Are you ever sleepless? Sometimes it’s hard to stop ruminating over things long enough to fall asleep. We replay events of the day, preview possible scenarios for tomorrow, stew over grievances from yesterday. It’s hard to just sink off and get the sleep we need.

In her short story, “The Cure for Sleeplessness“, Maeve Binchy creates a magic cure for sleeplessness:

Molly read the advice slowly. It was a detailed instruction about how the cure would take three weeks and you had to follow every step of it. First you had to buy a big notebook with at least twenty pages in it, and stick a picture on the cover, something connected with flowers. It could be a field of bluebells or a bunch of roses. Then on the night you couldn’t sleep you must get up quietly and dress properly as if you were going out visiting. You had to fix your hair and look your best. Then you made a cup of tea and got out the notebook with the flower on the cover. In your best handwriting you wrote “My Book of Blessings” on it. That first night you chose just one thing that made you happy. No more than one, and choose it carefully. It could be a love, a baby, a house, a sunset, a friend. And you wrote one page, no more, no less, about the happiness that this particular blessing brought you.

Then you spent a whole hour doing something you had meant to do, like polishing silver, or mending torn curtains, or arranging photographs in an album. No matter how tired you felt, you must finish it, then undress carefully and go back to bed….

Every night she wrote about a different blessing.

Things like the night Gerry finally told her he loved her, when his face was white and red alternately, in case she might not love him too.

Like the moment after Billy was born when she held him in her arms.

Like her parents’ silver wedding anniversary, when they had said that they knew their daughters would be as happy as they were and everyone had cried.

Like that time in the advertising agency when the boss said that Molly had saved all their jobs by her quick thinking and they had all raised a glass of Champagne to her for winning the account.

Now most of this advice and all of the examples are pure Binchy, but the gratitude part is backed by science.

A gratitude journal is good for what ails you. As you call to mind your blessings, think about why you are grateful for that particular blessing, the details surrounding it, the sensations associated with it. Write it down somewhere so you can remember. If so inclined, write a thank you note to someone who made a difference in your life. Remember to say thank yous at work, home, and school. If you encounter a problem, try to see if there is an unexpected blessing hidden there somewhere.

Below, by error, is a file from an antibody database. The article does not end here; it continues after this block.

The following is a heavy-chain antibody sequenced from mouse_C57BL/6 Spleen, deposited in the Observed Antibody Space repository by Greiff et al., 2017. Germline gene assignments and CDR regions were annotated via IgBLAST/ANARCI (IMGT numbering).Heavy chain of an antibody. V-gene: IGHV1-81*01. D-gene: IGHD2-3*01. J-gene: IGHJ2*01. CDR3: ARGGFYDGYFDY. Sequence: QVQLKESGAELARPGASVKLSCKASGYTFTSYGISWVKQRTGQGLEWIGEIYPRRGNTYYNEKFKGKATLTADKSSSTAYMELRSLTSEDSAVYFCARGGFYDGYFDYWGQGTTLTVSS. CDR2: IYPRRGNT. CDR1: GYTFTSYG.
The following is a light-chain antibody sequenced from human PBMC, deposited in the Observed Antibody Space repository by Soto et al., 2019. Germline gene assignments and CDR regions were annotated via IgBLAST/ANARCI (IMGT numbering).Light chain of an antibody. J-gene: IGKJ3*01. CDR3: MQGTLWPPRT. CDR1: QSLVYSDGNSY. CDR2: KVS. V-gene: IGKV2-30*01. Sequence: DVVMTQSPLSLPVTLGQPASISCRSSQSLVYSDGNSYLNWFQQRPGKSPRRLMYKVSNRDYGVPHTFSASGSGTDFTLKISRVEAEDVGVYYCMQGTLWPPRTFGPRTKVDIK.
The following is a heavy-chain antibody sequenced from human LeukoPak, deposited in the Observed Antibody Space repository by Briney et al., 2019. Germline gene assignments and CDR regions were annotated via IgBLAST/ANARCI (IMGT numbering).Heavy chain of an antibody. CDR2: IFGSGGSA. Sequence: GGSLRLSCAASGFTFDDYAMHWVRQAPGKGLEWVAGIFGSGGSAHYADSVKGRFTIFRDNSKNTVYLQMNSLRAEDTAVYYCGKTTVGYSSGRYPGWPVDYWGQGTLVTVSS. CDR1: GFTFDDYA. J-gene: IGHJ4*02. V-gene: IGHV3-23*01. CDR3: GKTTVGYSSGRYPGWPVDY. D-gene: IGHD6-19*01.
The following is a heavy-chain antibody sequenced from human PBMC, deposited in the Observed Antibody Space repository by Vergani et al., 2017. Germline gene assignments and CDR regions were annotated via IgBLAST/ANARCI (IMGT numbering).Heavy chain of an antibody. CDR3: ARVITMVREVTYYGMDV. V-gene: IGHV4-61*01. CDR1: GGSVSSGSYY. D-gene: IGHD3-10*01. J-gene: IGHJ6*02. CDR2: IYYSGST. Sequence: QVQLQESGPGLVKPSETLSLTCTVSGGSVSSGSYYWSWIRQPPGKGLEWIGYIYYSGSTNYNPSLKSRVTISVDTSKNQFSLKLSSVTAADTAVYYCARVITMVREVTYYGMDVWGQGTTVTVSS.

And then, tonight, if you should have trouble falling asleep, count your blessings instead of sheep.

Slowing down the clock

As we age, time feels like it is moving faster. This makes sense considering the math, perhaps. One year to a 100 year old is just one percent of their life, but to a two year old, it’s 50% more. But scientists are saying there is another reason having to do with the diversity of experiences.

“Our brain encodes new experiences, but not familiar ones, into memory, and our retrospective judgment of time is based on how many new memories we create over a certain period. In other words, the more new memories we build on a weekend getaway, the longer that trip will seem in hindsight.”

And this squares with why we felt that there was more time when we were younger when everything was new, and when our days were filled with varied experiences.

So perhaps there is a way to slow down time: fill it up, stretch your experiences, try new things, explore, savor, forswear the ordinary.

Seize the day.

https://www.scientificamerican.com/article/why-does-time-seem-to-speed-up-with-age/

Hope, and hope again.

What is hope, really, but a persistent insistence that things can be better, that there is more to it, that the final answers are yet to be revealed. Emily Dickinson describes hope as

“Hope” is the thing with feathers –

That perches in the soul –

And sings the tune without the words –

And never stops – at all –

And sweetest – in the Gale – is heard –

And sore must be the storm –

That could abash the little Bird

That kept so many warm –

I’ve heard it in the chillest land –

And on the strangest Sea –

Yet – never – in Extremity,

It asked a crumb – of me.”

And this feels right. Hope sits there perched, singing, warming our souls and keeping us fed. A wordless song because we may not even have the ability to put our emotions into words or know what it is we hope for. And this is a positive, persistent hope, but somewhat passive, waiting.

And yet, we know, too, that hope gets its fingernails dirty because while hope sits on the periphery expectant, it can also be in the fray fighting for a better world. That kind of hope is captured by Matthew @CrowsFault:

“People speak of hope as if it is this delicate ephemeral thing made of whispers and spider’s webs. It’s not. Hope has dirt on her face, blood on her knuckles, the grit of cobblestones in her hair, and just spat out a tooth as she rises for another go.”

And this, too, seems true. Hope keeps our souls fed but also prompts our entering the arena, helping us to do the hard work to make a better world for all.

Let 2023 be a year of hope, perched and singing to our souls, but also inching us forward to do the hard work, offering our time and talents, to bring about a better today.